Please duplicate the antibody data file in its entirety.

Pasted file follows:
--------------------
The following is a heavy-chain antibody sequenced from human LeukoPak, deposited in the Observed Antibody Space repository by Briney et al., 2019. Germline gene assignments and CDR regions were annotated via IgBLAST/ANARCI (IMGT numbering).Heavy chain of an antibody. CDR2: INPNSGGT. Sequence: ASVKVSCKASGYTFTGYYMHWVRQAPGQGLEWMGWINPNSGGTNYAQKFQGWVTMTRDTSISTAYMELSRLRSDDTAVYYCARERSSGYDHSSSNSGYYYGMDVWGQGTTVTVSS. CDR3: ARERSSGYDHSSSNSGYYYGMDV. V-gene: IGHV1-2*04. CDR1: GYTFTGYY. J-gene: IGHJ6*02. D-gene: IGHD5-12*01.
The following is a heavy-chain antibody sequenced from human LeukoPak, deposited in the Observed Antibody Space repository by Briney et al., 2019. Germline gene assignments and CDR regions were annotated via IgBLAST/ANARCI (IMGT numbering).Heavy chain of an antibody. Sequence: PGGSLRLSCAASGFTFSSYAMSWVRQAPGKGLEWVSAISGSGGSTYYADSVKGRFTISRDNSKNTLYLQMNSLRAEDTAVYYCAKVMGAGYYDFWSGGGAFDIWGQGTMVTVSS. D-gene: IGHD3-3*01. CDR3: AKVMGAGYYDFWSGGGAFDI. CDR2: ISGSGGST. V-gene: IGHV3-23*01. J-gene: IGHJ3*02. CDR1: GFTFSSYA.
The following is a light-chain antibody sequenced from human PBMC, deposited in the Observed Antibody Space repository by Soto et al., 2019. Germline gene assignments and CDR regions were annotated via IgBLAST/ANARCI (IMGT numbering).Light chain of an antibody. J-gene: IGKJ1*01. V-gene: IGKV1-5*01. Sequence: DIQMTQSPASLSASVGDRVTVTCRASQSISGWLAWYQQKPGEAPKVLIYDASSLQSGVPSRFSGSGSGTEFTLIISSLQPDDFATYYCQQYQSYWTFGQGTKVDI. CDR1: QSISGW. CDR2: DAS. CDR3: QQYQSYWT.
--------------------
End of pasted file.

The following is a heavy-chain antibody sequenced from human LeukoPak, deposited in the Observed Antibody Space repository by Briney et al., 2019. Germline gene assignments and CDR regions were annotated via IgBLAST/ANARCI (IMGT numbering).Heavy chain of an antibody. CDR2: INPNSGGT. Sequence: ASVKVSCKASGYTFTGYYMHWVRQAPGQGLEWMGWINPNSGGTNYAQKFQGWVTMTRDTSISTAYMELSRLRSDDTAVYYCARERSSGYDHSSSNSGYYYGMDVWGQGTTVTVSS. CDR3: ARERSSGYDHSSSNSGYYYGMDV. V-gene: IGHV1-2*04. CDR1: GYTFTGYY. J-gene: IGHJ6*02. D-gene: IGHD5-12*01.
The following is a heavy-chain antibody sequenced from human LeukoPak, deposited in the Observed Antibody Space repository by Briney et al., 2019. Germline gene assignments and CDR regions were annotated via IgBLAST/ANARCI (IMGT numbering).Heavy chain of an antibody. Sequence: PGGSLRLSCAASGFTFSSYAMSWVRQAPGKGLEWVSAISGSGGSTYYADSVKGRFTISRDNSKNTLYLQMNSLRAEDTAVYYCAKVMGAGYYDFWSGGGAFDIWGQGTMVTVSS. D-gene: IGHD3-3*01. CDR3: AKVMGAGYYDFWSGGGAFDI. CDR2: ISGSGGST. V-gene: IGHV3-23*01. J-gene: IGHJ3*02. CDR1: GFTFSSYA.
The following is a light-chain antibody sequenced from human PBMC, deposited in the Observed Antibody Space repository by Soto et al., 2019. Germline gene assignments and CDR regions were annotated via IgBLAST/ANARCI (IMGT numbering).Light chain of an antibody. J-gene: IGKJ1*01. V-gene: IGKV1-5*01. Sequence: DIQMTQSPASLSASVGDRVTVTCRASQSISGWLAWYQQKPGEAPKVLIYDASSLQSGVPSRFSGSGSGTEFTLIISSLQPDDFATYYCQQYQSYWTFGQGTKVDI. CDR1: QSISGW. CDR2: DAS. CDR3: QQYQSYWT.